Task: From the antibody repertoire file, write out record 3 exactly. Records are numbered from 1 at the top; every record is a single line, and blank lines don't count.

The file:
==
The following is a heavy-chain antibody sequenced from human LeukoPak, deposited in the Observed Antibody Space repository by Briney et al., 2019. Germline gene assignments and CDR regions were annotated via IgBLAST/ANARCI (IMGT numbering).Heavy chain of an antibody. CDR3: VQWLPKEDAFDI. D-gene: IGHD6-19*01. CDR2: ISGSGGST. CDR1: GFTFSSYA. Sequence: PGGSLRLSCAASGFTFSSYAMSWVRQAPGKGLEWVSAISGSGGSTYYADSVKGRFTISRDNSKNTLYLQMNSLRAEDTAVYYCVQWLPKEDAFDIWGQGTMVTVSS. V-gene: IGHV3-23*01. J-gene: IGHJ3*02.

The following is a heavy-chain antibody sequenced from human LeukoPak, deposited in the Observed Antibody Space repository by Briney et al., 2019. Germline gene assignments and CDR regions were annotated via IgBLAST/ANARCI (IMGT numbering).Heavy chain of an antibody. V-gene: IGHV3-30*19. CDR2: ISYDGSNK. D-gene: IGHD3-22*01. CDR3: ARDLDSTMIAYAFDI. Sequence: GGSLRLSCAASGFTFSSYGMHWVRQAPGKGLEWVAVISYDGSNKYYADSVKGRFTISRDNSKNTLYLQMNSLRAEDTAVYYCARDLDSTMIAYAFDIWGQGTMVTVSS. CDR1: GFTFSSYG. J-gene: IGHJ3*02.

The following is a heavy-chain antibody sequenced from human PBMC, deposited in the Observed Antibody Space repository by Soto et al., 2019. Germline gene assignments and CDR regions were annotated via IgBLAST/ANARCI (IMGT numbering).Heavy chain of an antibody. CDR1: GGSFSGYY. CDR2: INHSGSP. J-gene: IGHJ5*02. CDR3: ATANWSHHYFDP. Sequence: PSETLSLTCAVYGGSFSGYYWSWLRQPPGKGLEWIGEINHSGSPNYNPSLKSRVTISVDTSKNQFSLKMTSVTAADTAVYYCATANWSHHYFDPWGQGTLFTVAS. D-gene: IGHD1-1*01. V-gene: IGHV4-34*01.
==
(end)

The following is a heavy-chain antibody sequenced from human PBMC, deposited in the Observed Antibody Space repository by Soto et al., 2019. Germline gene assignments and CDR regions were annotated via IgBLAST/ANARCI (IMGT numbering).Heavy chain of an antibody. CDR1: GGSFSGYY. CDR2: INHSGSP. J-gene: IGHJ5*02. CDR3: ATANWSHHYFDP. Sequence: PSETLSLTCAVYGGSFSGYYWSWLRQPPGKGLEWIGEINHSGSPNYNPSLKSRVTISVDTSKNQFSLKMTSVTAADTAVYYCATANWSHHYFDPWGQGTLFTVAS. D-gene: IGHD1-1*01. V-gene: IGHV4-34*01.